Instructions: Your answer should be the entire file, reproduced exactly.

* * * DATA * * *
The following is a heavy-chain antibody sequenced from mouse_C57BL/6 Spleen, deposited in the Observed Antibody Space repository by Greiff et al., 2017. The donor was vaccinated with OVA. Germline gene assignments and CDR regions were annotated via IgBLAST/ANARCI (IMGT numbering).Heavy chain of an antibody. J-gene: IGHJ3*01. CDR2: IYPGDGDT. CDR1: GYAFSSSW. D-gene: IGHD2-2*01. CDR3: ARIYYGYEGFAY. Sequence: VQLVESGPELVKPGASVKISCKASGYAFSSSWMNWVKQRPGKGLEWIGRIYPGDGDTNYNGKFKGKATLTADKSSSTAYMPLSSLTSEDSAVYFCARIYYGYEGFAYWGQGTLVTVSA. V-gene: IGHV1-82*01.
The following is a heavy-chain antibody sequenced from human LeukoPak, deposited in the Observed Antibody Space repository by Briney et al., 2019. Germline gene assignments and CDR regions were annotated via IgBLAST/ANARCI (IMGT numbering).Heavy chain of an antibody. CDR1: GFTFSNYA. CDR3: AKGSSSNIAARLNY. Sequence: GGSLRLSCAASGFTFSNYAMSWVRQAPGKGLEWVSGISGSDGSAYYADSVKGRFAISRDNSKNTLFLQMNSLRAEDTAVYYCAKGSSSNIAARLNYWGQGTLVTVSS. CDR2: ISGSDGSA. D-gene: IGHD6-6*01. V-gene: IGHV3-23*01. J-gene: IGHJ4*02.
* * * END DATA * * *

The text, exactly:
The following is a heavy-chain antibody sequenced from mouse_C57BL/6 Spleen, deposited in the Observed Antibody Space repository by Greiff et al., 2017. The donor was vaccinated with OVA. Germline gene assignments and CDR regions were annotated via IgBLAST/ANARCI (IMGT numbering).Heavy chain of an antibody. J-gene: IGHJ3*01. CDR2: IYPGDGDT. CDR1: GYAFSSSW. D-gene: IGHD2-2*01. CDR3: ARIYYGYEGFAY. Sequence: VQLVESGPELVKPGASVKISCKASGYAFSSSWMNWVKQRPGKGLEWIGRIYPGDGDTNYNGKFKGKATLTADKSSSTAYMPLSSLTSEDSAVYFCARIYYGYEGFAYWGQGTLVTVSA. V-gene: IGHV1-82*01.
The following is a heavy-chain antibody sequenced from human LeukoPak, deposited in the Observed Antibody Space repository by Briney et al., 2019. Germline gene assignments and CDR regions were annotated via IgBLAST/ANARCI (IMGT numbering).Heavy chain of an antibody. CDR1: GFTFSNYA. CDR3: AKGSSSNIAARLNY. Sequence: GGSLRLSCAASGFTFSNYAMSWVRQAPGKGLEWVSGISGSDGSAYYADSVKGRFAISRDNSKNTLFLQMNSLRAEDTAVYYCAKGSSSNIAARLNYWGQGTLVTVSS. CDR2: ISGSDGSA. D-gene: IGHD6-6*01. V-gene: IGHV3-23*01. J-gene: IGHJ4*02.